Normally distributed errors - Why not use the observed residual histogram?

In the context of the classical linear regression model (with all standard assumptions), we know that when the error term is normally distributed, least squares is minimum variance among all linear unbiased estimators and we know the exact statistical distribution of the t statistics.

However, if the residual histogram suggests that the error term is something other than normal, then the t statistics will not have the claimed t distribution (nor will the F statistic be F distributed). Surely, it does not make sense to assume normality if the residuals suggest otherwise. Instead, if we want to know the theoretical distribution of the t statistic, why not assume that the errors are distributed in population based on what we observe from the residual histogram?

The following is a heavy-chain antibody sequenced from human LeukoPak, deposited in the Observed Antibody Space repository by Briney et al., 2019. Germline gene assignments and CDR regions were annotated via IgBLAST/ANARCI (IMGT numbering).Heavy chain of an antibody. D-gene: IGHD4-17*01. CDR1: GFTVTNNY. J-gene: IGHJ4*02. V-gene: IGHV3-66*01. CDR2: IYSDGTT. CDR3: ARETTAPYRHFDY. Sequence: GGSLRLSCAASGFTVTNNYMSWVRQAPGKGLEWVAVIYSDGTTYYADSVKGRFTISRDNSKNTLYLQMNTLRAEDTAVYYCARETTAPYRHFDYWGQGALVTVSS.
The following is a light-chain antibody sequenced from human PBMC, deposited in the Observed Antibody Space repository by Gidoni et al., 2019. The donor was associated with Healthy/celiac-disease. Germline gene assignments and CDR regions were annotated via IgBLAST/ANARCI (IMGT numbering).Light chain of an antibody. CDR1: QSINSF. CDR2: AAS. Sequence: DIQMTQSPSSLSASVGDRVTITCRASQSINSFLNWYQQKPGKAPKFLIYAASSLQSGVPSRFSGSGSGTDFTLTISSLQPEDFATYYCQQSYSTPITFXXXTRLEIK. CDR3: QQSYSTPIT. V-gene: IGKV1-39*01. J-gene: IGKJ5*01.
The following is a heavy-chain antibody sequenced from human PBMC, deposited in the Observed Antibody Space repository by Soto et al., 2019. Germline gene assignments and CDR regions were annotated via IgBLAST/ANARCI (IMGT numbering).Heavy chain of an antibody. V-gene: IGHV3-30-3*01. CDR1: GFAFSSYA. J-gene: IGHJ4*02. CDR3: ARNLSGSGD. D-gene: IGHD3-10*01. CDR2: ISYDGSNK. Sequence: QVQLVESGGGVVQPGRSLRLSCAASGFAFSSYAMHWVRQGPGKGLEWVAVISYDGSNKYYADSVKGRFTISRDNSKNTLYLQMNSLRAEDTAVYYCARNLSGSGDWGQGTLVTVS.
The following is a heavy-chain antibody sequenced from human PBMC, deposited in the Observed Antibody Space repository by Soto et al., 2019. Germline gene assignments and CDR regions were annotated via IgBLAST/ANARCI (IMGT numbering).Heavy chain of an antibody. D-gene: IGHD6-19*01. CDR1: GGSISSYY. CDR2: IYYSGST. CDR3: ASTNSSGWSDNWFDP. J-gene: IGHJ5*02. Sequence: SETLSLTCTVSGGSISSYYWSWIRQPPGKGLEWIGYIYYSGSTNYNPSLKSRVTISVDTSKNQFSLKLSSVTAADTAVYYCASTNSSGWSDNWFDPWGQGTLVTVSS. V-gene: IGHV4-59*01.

• The short answer to that is that testing the significance of the parameter estimate(s) implicitly assumes that the residuals are normally distributed, because that's how the test statistic was determined. Sure, you can test the residuals to see if the normal error assumption is reasonable, but that's not the same thing--that's assumption checking, not model selection. – heropup Jan 22 '14 at 1:46
• You can bootstrap from the residuals to get a significance value. – Jeremy Miles Jan 22 '14 at 2:16
• What hypothesis are you testing there? – Glen_b Jan 22 '14 at 2:22
• @ Glen_b - This is a theoretical question – Christian Jan 22 '14 at 3:01
• @ heropu - Yes, generally we assume that the errors are normally distributed since we need this assumption for exact inference. However, what are the implications if we construct signficance tests based on a bootstrap distribution using the observed distribution of residuals? – Christian Jan 22 '14 at 3:03